‘The Clergyman’s Wife’ Takes A Fresh Look at a Classic Story [REVIEW]

Roses

Life looks different after a rose garden is planted in Molly Greeley’s The Clergyman’s Wife. (Photo courtesy Canva)

In Jane Austen’s day, women had well-defined roles in society. Never one to live life by other people’s rules, she frequently challenged the status quo, in print and in life. Now author Molly Greeley takes us back to the beloved world of Pride and Prejudice, where we meet a lonely woman destined for a normal life. But will a new acquaintance give her a chance for something more? Find out in The Clergyman’s Wife.
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Three Women Defy Time at ‘The Painted Castle’ [REVIEW]

Framlingham Castle

Framlingham Castle reflected in The Mere,at dawn. (Photo by Ian Dalgliesh, CC BY-SA 2.0)

A treasured painting. A mysterious library. Three women separated by time. What binds them together? And how will an ancient castle’s secrets link the future to the past? Find out in Kristy Cambron’s new Lost Castle novel, The Painted Castle. 
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Old Friends Reunite for ‘A Bitter Feast’ in Deborah Crombie’s Latest [REVIEW]

Small town in the hills

Duncan Kincaid and Gemma James are ready for a relaxing weekend in Deborah Crombie’s A Bitter Feast. (Photo courtesy Canva)

Wealthy friends, a charming village, and tasty eats come together in Deborah Crombie’s addictive new cozy mystery, A Bitter Feast. Here a fluke accident and possible murder mar what should be a thoroughly enchanting getaway for two of England’s best crime solvers and their family.  Read more of this post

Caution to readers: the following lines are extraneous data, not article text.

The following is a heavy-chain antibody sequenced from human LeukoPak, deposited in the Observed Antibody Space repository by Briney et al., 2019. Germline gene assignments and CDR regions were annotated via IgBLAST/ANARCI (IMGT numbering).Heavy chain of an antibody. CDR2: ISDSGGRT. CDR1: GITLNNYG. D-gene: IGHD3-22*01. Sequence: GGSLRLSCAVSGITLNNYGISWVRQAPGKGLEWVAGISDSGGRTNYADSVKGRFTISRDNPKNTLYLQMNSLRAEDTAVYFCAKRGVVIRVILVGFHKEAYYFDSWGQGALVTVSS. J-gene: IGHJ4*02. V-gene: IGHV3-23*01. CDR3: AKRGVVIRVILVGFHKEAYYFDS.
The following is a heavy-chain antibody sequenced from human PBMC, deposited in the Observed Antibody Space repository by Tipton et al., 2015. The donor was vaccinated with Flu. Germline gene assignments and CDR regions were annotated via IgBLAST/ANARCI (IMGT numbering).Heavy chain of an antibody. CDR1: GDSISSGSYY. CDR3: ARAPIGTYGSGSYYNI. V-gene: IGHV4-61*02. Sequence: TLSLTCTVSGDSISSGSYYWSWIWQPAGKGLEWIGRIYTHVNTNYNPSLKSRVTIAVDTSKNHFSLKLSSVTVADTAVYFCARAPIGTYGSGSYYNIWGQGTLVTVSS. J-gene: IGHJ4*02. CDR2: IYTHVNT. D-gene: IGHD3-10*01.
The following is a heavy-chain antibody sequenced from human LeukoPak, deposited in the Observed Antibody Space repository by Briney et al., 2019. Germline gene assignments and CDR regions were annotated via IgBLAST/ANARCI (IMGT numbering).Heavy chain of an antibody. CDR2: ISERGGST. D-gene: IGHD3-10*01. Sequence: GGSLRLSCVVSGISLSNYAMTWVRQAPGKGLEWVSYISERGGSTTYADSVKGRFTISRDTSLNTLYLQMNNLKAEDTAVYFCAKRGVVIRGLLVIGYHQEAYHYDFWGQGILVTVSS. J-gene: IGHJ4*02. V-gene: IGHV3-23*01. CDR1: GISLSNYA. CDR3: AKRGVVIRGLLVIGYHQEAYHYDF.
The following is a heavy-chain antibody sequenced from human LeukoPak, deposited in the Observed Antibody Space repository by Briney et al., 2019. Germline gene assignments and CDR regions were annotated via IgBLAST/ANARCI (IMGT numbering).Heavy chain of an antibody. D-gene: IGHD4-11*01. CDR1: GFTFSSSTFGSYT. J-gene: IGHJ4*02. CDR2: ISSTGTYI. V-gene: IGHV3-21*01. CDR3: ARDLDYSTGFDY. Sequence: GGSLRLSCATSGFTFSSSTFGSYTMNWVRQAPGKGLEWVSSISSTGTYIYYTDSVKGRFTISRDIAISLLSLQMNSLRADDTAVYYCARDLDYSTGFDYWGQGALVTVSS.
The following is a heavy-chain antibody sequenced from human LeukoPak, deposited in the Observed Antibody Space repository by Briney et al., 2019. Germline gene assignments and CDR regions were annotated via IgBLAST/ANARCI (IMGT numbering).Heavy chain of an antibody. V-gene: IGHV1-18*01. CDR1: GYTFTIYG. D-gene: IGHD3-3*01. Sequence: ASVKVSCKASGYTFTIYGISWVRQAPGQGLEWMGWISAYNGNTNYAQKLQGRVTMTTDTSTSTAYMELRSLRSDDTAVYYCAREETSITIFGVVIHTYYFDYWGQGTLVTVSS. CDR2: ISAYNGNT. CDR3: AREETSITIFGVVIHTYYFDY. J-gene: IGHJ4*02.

Queens Don’t Play: Fear and Gender Equality in Elizabeth’s Court [GUEST POST]

Elizabeth Receiving Dutch Ambassadors, 1560s

Queen Elizabeth I lived during a precarious time for women. Still, she had a knack for handling the men in her life. (Elizabeth Receiving Dutch Ambassadors, 1560s by Levina Teerlinc, Public Domain)

We love a good mystery… especially when it transports us to a time and place we could never go on our own. In Suzanne M. Wolfe’s new novel, A Murder by Any Name, readers are taken to Elizabethan England, where the queen’s ladies in waiting are being killed off one by one, and only one man can find the killer. This premise made us wonder if while researching this story, whether or not Ms. Wolfe discovered any disparities between how the Queen dealt with men versus women. If so, to what extent did fear play a factor in how she dealt with each gender? The author answers all our questions in today’s fascinating guest post. Enjoy! —J&H Read more of this post

Captivating and Magical, ‘The Phantom Tree’ Delivers An Alternate Look at Tudor History [REVIEW]

The Phantom Tree

Two women bound by a pact, two enemies separated by centuries. Lose yourself in the pages of Nicola Cornick’s The Phantom Tree. (Illustration courtesy Graydon House)

When a long-lost Tudor portrait suddenly surfaces in the midst of a modern-day English festival, one woman’s carefully constructed life is turned on its ear. The face in the painting is as familiar as her own. But can it be? Did the woman in the portrait live? And if so, what secrets does she hold? Find out in Nicola Cornick’s engrossing new novel, The Phantom Tree. 
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